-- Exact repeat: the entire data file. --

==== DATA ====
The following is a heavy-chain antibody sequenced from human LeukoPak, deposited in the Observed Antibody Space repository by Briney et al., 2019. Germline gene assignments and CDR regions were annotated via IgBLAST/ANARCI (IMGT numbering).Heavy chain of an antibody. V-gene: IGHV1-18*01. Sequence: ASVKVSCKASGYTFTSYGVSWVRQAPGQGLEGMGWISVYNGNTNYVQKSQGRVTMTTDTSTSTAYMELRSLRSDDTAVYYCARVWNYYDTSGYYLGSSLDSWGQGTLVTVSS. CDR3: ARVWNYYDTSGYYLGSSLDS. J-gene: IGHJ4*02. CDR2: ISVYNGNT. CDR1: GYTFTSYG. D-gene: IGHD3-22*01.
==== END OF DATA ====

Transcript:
The following is a heavy-chain antibody sequenced from human LeukoPak, deposited in the Observed Antibody Space repository by Briney et al., 2019. Germline gene assignments and CDR regions were annotated via IgBLAST/ANARCI (IMGT numbering).Heavy chain of an antibody. V-gene: IGHV1-18*01. Sequence: ASVKVSCKASGYTFTSYGVSWVRQAPGQGLEGMGWISVYNGNTNYVQKSQGRVTMTTDTSTSTAYMELRSLRSDDTAVYYCARVWNYYDTSGYYLGSSLDSWGQGTLVTVSS. CDR3: ARVWNYYDTSGYYLGSSLDS. J-gene: IGHJ4*02. CDR2: ISVYNGNT. CDR1: GYTFTSYG. D-gene: IGHD3-22*01.